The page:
The Stickman Game Engine:
A Win32 API 2-D Game Engine

By: Nick Cash

Description of Major Features:

  - Bitmap Support:

         Bitmaps comprise all of the images in the game. They are simple to create and simple to work with. Problems creating this
         feature including getting them to load as a resource, which proved difficult since the function wouldn't work. Also, the Win32
         function TransparentBlt() turned out to act funky on some Windows machines, so it had to be replaced by a equivalent
         function using BitBlt().

  - Sprite Support:

         Sprite's are one of the most powerful features of the engine. They can be anything from a projectile to a player character.
         A "sprite" is basically an independent object that moves on the screen. It includes one of the more complex structures, as it
         hold's everything from pointer's to the sprites bitmap, velocity, position, name, and animation information.

  - Sound Support:

         The engine support's two types of sound: MIDI and WAV. MIDI files are small and sound kind of funny, while WAV's are
         like decompressed MP3's and tend to be very large. Since the Win32 API doesn't support WAV mixing on an easy level,
         I opted to use the DirectX API's DirectSound capabilities. It allows me to allocate and play sounds as I wish. It also gives
         me volume control and a few other features. Overall the DX API is bulky and ugly, like everything Microsoft produces, but
         is useful and fairly efficient at its tasks. Possible improvements on this could include streaming audio, as allocating a 20MB
         song drain's the memory pretty quick.

  - Dynamic Background Support:

       One night my mentor and I were talking and we decided that if the stars in the background twinkled it would be really cool.
       So, I set out to program it. With the current set up, you can define any of three types of backgrounds: IMAGE, COLOR, and
       STARRY. IMAGE uses a specified bitmap, color uses a specified RGB value, and STARRY will create between 1 and 100
       twinkling stars. The system, with this set up, could easily be expanded to incorporate more dynamic backgrounds, such as
       rotating planets or other types of animation.

  - Level Scripting:

       Perhaps the most annoying but needed feature is level scripting. This allows you to write a series of commands (the "script")
       for the game to read, which will then be interpreted and used to create the level. This has a great advantage over hard coding
       level's since you can then create levels externally and load them rather easily. With this comes several level management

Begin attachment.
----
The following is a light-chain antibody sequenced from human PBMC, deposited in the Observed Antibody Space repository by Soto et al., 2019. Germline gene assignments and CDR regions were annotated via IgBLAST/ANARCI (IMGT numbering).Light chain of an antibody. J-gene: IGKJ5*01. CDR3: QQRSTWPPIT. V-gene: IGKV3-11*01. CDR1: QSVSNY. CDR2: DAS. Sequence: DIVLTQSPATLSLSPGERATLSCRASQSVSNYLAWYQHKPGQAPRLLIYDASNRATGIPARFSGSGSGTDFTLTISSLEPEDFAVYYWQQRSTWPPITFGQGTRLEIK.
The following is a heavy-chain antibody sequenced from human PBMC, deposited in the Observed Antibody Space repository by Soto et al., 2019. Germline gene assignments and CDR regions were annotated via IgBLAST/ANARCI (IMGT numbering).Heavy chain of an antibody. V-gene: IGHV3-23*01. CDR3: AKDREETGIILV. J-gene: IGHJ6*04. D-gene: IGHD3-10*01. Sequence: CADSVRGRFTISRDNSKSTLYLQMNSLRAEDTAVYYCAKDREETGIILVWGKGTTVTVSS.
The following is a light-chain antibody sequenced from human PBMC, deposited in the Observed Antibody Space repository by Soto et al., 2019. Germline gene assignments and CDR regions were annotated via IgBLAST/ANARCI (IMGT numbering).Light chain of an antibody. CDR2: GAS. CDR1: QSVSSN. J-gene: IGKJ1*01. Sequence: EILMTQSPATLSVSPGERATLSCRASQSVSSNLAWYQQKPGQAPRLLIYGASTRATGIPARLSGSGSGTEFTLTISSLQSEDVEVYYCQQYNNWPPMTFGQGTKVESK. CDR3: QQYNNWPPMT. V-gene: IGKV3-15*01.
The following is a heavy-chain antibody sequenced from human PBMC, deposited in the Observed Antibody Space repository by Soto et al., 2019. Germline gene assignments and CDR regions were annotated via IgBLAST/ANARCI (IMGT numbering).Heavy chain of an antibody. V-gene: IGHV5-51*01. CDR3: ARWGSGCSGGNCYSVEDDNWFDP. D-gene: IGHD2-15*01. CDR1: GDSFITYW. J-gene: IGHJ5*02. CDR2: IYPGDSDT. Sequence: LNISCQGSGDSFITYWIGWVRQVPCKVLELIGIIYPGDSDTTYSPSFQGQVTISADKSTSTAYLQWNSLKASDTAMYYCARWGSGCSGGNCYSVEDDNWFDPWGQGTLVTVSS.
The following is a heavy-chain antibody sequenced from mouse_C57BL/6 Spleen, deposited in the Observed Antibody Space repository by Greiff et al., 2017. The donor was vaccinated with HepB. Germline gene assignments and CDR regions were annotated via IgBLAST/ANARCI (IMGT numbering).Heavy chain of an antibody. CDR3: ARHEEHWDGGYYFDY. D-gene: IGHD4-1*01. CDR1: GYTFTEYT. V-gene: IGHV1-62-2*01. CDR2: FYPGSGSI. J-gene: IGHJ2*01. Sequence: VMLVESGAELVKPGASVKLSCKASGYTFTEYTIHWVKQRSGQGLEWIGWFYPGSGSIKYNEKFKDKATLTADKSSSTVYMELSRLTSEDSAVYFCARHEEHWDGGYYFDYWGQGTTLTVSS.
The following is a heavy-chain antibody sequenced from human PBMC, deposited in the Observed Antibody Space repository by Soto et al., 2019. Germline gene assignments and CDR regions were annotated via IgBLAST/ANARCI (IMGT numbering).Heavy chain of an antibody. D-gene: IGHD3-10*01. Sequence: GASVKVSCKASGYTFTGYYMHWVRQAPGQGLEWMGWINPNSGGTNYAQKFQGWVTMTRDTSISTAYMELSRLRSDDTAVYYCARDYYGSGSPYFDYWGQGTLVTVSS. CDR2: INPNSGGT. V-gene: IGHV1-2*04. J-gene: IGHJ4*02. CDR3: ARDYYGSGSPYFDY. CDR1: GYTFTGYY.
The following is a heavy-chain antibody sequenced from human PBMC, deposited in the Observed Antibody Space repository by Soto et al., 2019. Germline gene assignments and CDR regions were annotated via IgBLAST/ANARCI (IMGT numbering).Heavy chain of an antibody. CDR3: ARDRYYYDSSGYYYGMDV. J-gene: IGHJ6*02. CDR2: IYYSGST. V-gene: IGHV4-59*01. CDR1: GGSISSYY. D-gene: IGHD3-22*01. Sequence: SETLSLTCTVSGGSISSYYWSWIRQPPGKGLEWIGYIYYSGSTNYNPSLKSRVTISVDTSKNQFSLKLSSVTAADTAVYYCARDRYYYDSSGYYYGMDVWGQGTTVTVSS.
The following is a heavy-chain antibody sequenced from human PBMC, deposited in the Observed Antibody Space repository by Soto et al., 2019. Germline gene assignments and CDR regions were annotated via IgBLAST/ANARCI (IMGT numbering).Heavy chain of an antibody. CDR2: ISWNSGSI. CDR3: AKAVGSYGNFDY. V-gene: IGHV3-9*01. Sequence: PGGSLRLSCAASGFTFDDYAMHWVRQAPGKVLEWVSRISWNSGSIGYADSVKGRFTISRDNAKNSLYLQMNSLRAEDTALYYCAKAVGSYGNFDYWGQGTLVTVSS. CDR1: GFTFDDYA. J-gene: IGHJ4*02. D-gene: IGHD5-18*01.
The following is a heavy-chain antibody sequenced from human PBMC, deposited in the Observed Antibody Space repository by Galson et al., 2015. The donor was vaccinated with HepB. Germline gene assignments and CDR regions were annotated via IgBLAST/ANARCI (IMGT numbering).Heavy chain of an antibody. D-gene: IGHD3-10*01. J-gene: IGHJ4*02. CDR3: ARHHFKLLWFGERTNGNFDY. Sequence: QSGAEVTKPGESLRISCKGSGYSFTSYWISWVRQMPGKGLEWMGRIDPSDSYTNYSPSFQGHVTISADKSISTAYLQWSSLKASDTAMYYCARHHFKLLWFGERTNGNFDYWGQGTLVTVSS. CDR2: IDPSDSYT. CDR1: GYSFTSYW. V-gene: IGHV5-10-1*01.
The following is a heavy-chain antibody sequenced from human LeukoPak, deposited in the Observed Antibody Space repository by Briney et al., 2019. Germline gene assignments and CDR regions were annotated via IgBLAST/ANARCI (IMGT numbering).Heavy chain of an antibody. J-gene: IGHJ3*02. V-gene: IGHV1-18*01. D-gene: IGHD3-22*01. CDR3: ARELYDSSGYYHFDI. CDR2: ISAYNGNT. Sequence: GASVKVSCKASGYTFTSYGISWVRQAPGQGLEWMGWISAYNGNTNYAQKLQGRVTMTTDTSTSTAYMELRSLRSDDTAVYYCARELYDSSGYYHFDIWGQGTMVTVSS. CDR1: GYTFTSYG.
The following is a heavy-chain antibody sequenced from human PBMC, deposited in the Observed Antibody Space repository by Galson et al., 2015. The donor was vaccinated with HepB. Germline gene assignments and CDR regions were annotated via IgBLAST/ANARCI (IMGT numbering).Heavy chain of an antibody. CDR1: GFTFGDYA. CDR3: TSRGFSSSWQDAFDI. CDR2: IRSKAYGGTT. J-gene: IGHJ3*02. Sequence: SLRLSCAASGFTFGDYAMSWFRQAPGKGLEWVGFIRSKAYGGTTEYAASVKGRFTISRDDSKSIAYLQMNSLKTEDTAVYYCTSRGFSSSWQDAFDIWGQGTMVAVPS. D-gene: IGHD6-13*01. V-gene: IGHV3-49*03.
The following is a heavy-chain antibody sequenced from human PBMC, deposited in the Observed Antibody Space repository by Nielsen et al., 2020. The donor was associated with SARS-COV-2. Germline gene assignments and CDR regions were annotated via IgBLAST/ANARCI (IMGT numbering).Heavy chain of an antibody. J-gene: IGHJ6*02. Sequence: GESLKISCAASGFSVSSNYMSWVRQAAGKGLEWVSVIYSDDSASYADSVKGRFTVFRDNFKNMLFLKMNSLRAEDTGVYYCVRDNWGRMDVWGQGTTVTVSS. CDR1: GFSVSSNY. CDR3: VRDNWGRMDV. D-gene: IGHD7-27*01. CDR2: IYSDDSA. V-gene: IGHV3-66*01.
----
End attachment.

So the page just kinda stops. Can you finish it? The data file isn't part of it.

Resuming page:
features as well. The main two are population management and objects.

       Population management tracks the number of a certain sprite on a level and will adjust the number accordingly. If there are
       fewer then the specified level then it will add till it meets the requirement, if its in between the minimum and maximum it will
       add at random follow this algorithm/conditional:

           if ( random_number( population[MIN], population[MAX] ) == population[CURRENT] )

      Also, if there are more sprites then the maximum number specified then it will remove until it hits the max.

      Objects are anything that is draw in the level bitmap. Since level's are drawn as one image, it is needed to define each object,
      which is definitely a pain. There are several types of objects that the game engine supports. This list is as follows:   Solid, 
      Kill, Clim, Exit, Click, Move, Launch, None. It is these objects that make up the levels, and probably the things that matter
      most. Any platform you stand on, and solid moving object, and pad that launches you high into the air. These are all objects.

  - Log Support:

      A great and useful feature of any game engine is logging. The ability to spot and find an error and record it is a great time saver
      for the programmer. The engine employs two functions. Write_log() was written early on and isn't very advanced. It employs
      the messy and annoying file interface of the Win32 API. It works, but you have to add all variables to strings before hand.
      This later prompted me to write the game log function, which was shortened to glog(). This function will take any number of
      parameters and will log the string accordingly. This is a time saver and a useful feature, as you then save yourself anywhere
      from 2-5 lines of code. It also appears to be more efficient.

  - String Handling:

     For scripted levels you need functions to parse the string blocks. There are various functions that deal with string handling.
     Read_word() will grab the first space terminated word it finds. Str_rep() will replace a given string with another given string.  
     Other's remove certain codes from a string, such as \n and spaces. Lastly, a function that dates back a long ways, is one that
     checks to see if a string contains anything other then numerical digits. Very useful if you need a number, not "a" or some other
     character of the alphabet.

  - SMAUG's 32-bit structure

     Borrowed from SMAUG, this system allows one integer to hold up to 32 values (0 - 31). This may not seem useful at first,
     but you can't return multiple things sometimes, so its easy to designate bit values for them and return them all as an int and
     analyze the number linearly.

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